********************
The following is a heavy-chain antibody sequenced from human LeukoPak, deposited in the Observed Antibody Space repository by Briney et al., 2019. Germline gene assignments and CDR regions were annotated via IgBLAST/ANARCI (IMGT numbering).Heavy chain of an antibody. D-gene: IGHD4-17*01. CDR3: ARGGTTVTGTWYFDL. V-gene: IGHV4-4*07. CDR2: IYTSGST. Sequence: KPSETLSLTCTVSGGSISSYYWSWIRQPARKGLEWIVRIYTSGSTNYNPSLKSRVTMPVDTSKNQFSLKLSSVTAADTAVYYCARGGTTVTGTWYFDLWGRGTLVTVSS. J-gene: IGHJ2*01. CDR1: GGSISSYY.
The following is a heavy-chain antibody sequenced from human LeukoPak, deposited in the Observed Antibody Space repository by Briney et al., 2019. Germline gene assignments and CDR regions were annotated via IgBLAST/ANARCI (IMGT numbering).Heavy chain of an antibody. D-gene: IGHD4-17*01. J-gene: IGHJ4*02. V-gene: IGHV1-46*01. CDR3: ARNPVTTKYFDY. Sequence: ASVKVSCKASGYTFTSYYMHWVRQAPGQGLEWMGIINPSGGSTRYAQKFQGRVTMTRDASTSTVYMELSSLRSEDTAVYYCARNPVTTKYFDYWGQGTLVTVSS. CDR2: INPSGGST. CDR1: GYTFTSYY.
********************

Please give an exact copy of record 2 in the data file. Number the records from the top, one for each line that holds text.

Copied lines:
The following is a heavy-chain antibody sequenced from human LeukoPak, deposited in the Observed Antibody Space repository by Briney et al., 2019. Germline gene assignments and CDR regions were annotated via IgBLAST/ANARCI (IMGT numbering).Heavy chain of an antibody. D-gene: IGHD4-17*01. J-gene: IGHJ4*02. V-gene: IGHV1-46*01. CDR3: ARNPVTTKYFDY. Sequence: ASVKVSCKASGYTFTSYYMHWVRQAPGQGLEWMGIINPSGGSTRYAQKFQGRVTMTRDASTSTVYMELSSLRSEDTAVYYCARNPVTTKYFDYWGQGTLVTVSS. CDR2: INPSGGST. CDR1: GYTFTSYY.